When it comes to flags, Afghanistan has had its fair share. No less than 25 flags in the last 300 years! The most recent, but no longer current, flag dated from 2013 and is only a slight variation on its predecessor, which lasted from 2003 until 2013. Although this isn’t the flag anymore, it’s probably still the flag most recognised and associated with Afghanistan, and is great for trivia nights, as it has few unique and interesting facts related to it.
2013-2021 National Flag
Firstly, it was one of only six national flags to depict itself on itself. Only five other countries have their national flag within their national flag – 10 points if you can name them! And if you can’t, here they are – Bolivia, Costa Rica, Ecuador, El Salvador and Haiti. There’s something you can impress your team with next time you’re at the pub trivia night!
It was also one of only five national flags in the world to have a building on it. Another 10 points if you can name these ones… And if not, they are Cambodia, Portugal, San Marino and Spain.
The flag itself was a good old-fashioned vertical tricolour with black, red and green. The black represents the nation’s troubled history, especially regarding the events surrounding the Great Game and being stuck between multiple empires. The red represents the blood that was shed by Afghanistan's sons and daughters for the nation’s independence, and finally the green represents future hope and prosperity. With that in mind many believe that the green, quite logically, is to represent Islam, which is a very common feature of flags of Muslim majority countries, such as neighbouring Pakistan or Saudi Arabia.
These three colours have been used on and off and in varying proportions since 1928, when the then King of Afghanistan travelled to Europe and was inspired by the German flag. Before that the majority of Afghan flags were all black with some white emblems on them.
Emblazoned over the tricolour is the national emblem of Afghanistan, which contains the Shahada, the Islamic creed that “there is no other god but Allah, and Muhammed is his messenger”. There is also a mosque in the middle, with two Afghanistan flags attached to it, while the entire emblem is surrounded by wheat (quite Soviet!). Finally, the emblem also contains the name Afghanistan and the Islamic year 1298, which is the year that Afghanistan finally gained independence from British influence.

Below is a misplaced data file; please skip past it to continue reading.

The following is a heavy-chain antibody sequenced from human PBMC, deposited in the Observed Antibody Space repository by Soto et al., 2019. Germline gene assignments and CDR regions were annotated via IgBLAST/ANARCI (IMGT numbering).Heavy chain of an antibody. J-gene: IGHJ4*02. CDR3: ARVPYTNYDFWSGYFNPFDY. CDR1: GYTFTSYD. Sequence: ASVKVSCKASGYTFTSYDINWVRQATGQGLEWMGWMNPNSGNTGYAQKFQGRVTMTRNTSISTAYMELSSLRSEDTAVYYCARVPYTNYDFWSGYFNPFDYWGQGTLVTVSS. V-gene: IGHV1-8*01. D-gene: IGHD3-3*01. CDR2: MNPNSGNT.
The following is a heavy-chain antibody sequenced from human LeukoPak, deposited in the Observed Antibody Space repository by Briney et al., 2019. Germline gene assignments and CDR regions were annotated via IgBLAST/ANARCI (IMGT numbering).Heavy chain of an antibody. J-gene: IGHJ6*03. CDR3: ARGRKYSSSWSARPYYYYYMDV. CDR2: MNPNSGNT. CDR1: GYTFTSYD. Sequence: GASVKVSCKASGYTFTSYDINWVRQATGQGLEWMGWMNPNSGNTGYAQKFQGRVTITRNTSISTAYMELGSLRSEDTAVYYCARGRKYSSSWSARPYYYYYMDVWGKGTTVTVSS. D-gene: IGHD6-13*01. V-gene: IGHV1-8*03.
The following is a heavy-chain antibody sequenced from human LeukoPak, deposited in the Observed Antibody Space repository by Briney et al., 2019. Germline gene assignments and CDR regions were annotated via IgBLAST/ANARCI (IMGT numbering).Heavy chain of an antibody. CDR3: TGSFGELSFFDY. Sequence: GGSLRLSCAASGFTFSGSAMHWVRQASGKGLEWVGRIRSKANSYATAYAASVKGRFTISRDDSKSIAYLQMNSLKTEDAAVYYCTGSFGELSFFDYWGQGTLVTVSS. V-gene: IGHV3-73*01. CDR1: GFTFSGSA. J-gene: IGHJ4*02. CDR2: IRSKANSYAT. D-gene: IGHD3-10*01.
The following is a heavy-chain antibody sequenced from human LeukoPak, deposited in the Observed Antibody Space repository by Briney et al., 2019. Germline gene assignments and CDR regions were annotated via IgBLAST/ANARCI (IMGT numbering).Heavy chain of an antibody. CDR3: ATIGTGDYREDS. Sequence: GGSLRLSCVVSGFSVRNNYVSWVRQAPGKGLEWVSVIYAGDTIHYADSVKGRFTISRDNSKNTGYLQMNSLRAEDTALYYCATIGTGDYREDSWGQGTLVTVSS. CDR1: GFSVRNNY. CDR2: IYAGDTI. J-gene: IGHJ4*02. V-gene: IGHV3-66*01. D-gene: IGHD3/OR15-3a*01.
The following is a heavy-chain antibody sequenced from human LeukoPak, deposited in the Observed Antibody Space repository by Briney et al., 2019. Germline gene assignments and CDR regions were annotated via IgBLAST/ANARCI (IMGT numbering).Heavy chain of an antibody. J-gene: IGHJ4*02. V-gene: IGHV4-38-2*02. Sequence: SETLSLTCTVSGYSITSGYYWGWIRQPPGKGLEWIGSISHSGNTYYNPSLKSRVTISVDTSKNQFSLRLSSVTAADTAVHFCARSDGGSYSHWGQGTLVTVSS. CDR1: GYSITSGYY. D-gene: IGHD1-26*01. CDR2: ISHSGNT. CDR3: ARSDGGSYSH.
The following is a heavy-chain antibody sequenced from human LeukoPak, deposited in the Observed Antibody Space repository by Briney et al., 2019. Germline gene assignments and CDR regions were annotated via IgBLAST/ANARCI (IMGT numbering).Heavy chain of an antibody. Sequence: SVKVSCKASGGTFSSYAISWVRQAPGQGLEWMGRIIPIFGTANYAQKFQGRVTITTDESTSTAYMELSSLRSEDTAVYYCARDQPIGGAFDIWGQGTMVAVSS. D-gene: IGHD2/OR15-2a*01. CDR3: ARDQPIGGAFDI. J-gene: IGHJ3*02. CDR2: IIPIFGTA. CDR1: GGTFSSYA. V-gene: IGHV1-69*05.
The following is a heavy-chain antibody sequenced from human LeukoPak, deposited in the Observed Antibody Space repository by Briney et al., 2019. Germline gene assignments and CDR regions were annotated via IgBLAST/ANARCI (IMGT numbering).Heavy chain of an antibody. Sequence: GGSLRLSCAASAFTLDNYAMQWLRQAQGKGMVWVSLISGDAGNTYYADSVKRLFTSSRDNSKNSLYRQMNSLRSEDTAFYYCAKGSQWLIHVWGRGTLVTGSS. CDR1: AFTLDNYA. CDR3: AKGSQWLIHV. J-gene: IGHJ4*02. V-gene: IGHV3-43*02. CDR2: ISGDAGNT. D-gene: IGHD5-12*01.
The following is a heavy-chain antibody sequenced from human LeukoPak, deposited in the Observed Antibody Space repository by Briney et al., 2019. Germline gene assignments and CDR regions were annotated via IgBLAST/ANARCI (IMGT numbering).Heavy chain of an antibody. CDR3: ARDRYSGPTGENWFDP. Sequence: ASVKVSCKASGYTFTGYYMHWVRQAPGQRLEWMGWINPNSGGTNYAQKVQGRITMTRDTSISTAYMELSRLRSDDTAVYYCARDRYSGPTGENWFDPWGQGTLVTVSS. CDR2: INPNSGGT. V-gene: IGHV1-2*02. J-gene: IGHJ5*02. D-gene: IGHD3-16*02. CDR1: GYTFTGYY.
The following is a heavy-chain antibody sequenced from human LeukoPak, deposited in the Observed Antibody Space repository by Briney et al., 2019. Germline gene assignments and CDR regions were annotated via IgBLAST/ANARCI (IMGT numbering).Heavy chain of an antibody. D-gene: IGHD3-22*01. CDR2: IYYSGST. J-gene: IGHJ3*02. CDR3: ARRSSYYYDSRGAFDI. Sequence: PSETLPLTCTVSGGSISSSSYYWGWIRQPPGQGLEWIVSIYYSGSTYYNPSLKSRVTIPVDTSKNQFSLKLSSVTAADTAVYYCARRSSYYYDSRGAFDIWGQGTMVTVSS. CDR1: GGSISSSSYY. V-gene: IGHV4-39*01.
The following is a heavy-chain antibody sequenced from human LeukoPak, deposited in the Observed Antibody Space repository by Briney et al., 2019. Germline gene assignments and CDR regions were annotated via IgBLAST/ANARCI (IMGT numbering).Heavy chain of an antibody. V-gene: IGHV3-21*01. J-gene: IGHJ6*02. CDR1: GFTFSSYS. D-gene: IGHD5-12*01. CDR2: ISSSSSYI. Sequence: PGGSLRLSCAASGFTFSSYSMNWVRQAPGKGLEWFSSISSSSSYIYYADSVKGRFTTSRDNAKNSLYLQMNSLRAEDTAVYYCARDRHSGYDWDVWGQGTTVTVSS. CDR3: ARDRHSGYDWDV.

Current Taliban Flag
Adopted on August 15 th 2021, Afghanistan’s official national flag is now the flag of the Taliban, which is very distinctive, and quite different from most incarnations of Afghanistan’s flag. It consists of a field of white, with a black Shahada written of course in Arabic script, a bit like an inverted ISIS flag. This is the same as the flag that the Taliban settled on when they were previously in power, although that time they did originally have a plain white flag with nothing else on it.
A very interesting and unique thing about this flag though, is that there is no one standardised version. It will always be white with a black Shahada on it, but the exact size or placement of the writing can vary, along with the font and style of the script itself.
Previous Flag Still in Use
Of course, using the Taliban flag to represent Afghanistan is controversial and far from accepted by everyone, so the last incarnation of the tricolour flag is still internationally recognised and of course is used by resistance movements inside Afghanistan.
The Flag of the Democratic Republic of Afghanistan (DRA)
While the Afghanistan flag has been very similar for the last century, despite small changes, there are three distinct periods when the Afghanistan flag has been very different from its other incarnations. There was of course the first Taliban rule, and now the current Taliban rule, but what most people don’t realise is that there was also a brief period of the Democratic Republic of Afghanistan, the Soviet backed communist state. During Afghanistan's brief flirt with communism they had a flag very similar to the Soviet flag, all read with a yellow emblem in the top left hand corner.